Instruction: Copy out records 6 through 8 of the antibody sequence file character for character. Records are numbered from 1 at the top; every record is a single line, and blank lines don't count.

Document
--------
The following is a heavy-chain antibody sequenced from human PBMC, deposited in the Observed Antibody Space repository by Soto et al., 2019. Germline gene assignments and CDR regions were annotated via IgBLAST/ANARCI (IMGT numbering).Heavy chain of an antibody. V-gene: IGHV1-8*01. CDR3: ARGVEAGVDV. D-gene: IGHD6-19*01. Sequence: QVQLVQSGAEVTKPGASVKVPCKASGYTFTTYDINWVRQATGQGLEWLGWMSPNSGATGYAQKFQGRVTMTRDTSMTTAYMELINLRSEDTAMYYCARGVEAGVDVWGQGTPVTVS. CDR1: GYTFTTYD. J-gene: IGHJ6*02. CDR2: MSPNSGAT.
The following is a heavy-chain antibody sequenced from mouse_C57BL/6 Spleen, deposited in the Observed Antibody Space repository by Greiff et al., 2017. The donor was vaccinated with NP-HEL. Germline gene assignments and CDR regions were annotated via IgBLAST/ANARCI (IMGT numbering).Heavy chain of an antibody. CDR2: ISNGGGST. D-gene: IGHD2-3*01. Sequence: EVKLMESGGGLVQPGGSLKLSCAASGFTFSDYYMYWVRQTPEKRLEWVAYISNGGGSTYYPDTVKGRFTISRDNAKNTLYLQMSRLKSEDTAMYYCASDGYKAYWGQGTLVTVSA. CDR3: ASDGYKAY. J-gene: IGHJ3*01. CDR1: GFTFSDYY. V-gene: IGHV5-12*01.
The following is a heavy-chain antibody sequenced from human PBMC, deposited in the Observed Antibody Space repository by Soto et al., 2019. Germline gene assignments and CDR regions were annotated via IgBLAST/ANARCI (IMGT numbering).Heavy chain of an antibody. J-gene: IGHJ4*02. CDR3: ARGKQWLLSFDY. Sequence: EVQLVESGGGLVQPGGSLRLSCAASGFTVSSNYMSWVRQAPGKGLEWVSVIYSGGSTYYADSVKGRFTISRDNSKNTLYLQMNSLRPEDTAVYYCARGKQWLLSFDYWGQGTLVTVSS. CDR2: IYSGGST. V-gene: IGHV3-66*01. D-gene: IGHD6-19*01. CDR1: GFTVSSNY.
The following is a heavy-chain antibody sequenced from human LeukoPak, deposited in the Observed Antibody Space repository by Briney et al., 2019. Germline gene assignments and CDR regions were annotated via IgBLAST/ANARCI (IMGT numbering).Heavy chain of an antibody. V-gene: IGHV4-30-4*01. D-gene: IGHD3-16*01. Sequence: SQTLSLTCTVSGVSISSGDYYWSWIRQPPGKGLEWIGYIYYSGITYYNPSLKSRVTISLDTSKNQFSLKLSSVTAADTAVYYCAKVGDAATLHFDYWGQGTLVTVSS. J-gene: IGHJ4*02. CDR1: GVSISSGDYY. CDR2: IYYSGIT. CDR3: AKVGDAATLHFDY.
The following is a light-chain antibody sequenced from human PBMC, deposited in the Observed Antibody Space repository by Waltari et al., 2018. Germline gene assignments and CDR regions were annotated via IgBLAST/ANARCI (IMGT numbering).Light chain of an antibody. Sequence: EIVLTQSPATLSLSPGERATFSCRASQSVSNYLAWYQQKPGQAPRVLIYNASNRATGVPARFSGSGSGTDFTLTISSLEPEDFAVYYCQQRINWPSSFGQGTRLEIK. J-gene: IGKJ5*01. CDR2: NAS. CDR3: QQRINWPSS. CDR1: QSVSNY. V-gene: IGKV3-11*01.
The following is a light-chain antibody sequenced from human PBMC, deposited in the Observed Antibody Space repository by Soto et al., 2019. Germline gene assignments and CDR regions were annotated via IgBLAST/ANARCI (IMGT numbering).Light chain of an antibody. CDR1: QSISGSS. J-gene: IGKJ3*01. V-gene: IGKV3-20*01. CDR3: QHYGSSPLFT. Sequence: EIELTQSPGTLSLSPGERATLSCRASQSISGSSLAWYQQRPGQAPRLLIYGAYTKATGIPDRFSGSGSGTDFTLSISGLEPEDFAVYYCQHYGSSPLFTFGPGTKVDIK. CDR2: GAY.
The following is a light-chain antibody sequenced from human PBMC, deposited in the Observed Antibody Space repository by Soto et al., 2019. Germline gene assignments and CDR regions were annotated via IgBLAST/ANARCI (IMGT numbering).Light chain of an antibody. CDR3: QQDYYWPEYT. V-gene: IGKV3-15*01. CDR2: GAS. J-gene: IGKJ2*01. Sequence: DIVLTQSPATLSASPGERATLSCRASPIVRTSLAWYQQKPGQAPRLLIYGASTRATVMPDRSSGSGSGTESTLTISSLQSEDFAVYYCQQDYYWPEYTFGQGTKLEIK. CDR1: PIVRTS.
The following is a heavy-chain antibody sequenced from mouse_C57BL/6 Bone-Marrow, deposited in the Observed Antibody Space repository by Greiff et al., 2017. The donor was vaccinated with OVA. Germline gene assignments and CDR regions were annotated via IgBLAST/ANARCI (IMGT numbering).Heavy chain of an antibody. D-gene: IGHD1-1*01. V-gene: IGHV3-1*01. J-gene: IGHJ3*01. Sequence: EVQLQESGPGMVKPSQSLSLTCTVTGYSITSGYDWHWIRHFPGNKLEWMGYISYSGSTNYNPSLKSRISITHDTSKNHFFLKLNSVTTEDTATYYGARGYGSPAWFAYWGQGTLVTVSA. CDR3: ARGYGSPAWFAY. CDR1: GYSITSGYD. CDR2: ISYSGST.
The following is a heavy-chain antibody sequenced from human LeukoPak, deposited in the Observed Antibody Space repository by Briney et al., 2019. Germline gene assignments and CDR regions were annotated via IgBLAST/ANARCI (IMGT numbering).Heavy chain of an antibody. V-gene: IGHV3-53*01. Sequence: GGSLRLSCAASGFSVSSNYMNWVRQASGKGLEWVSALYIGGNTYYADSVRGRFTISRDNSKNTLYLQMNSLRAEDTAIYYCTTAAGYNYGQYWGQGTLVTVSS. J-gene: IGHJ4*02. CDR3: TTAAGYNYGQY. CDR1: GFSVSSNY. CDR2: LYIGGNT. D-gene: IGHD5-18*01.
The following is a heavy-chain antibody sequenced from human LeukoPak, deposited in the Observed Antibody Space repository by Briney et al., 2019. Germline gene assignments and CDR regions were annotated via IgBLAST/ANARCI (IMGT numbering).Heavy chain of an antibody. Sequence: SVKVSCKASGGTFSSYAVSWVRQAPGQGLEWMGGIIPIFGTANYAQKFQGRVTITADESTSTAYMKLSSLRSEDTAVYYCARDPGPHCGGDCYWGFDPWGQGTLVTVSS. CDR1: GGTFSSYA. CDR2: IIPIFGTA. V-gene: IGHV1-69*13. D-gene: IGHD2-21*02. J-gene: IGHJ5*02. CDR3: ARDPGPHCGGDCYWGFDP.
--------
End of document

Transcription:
The following is a light-chain antibody sequenced from human PBMC, deposited in the Observed Antibody Space repository by Soto et al., 2019. Germline gene assignments and CDR regions were annotated via IgBLAST/ANARCI (IMGT numbering).Light chain of an antibody. CDR1: QSISGSS. J-gene: IGKJ3*01. V-gene: IGKV3-20*01. CDR3: QHYGSSPLFT. Sequence: EIELTQSPGTLSLSPGERATLSCRASQSISGSSLAWYQQRPGQAPRLLIYGAYTKATGIPDRFSGSGSGTDFTLSISGLEPEDFAVYYCQHYGSSPLFTFGPGTKVDIK. CDR2: GAY.
The following is a light-chain antibody sequenced from human PBMC, deposited in the Observed Antibody Space repository by Soto et al., 2019. Germline gene assignments and CDR regions were annotated via IgBLAST/ANARCI (IMGT numbering).Light chain of an antibody. CDR3: QQDYYWPEYT. V-gene: IGKV3-15*01. CDR2: GAS. J-gene: IGKJ2*01. Sequence: DIVLTQSPATLSASPGERATLSCRASPIVRTSLAWYQQKPGQAPRLLIYGASTRATVMPDRSSGSGSGTESTLTISSLQSEDFAVYYCQQDYYWPEYTFGQGTKLEIK. CDR1: PIVRTS.
The following is a heavy-chain antibody sequenced from mouse_C57BL/6 Bone-Marrow, deposited in the Observed Antibody Space repository by Greiff et al., 2017. The donor was vaccinated with OVA. Germline gene assignments and CDR regions were annotated via IgBLAST/ANARCI (IMGT numbering).Heavy chain of an antibody. D-gene: IGHD1-1*01. V-gene: IGHV3-1*01. J-gene: IGHJ3*01. Sequence: EVQLQESGPGMVKPSQSLSLTCTVTGYSITSGYDWHWIRHFPGNKLEWMGYISYSGSTNYNPSLKSRISITHDTSKNHFFLKLNSVTTEDTATYYGARGYGSPAWFAYWGQGTLVTVSA. CDR3: ARGYGSPAWFAY. CDR1: GYSITSGYD. CDR2: ISYSGST.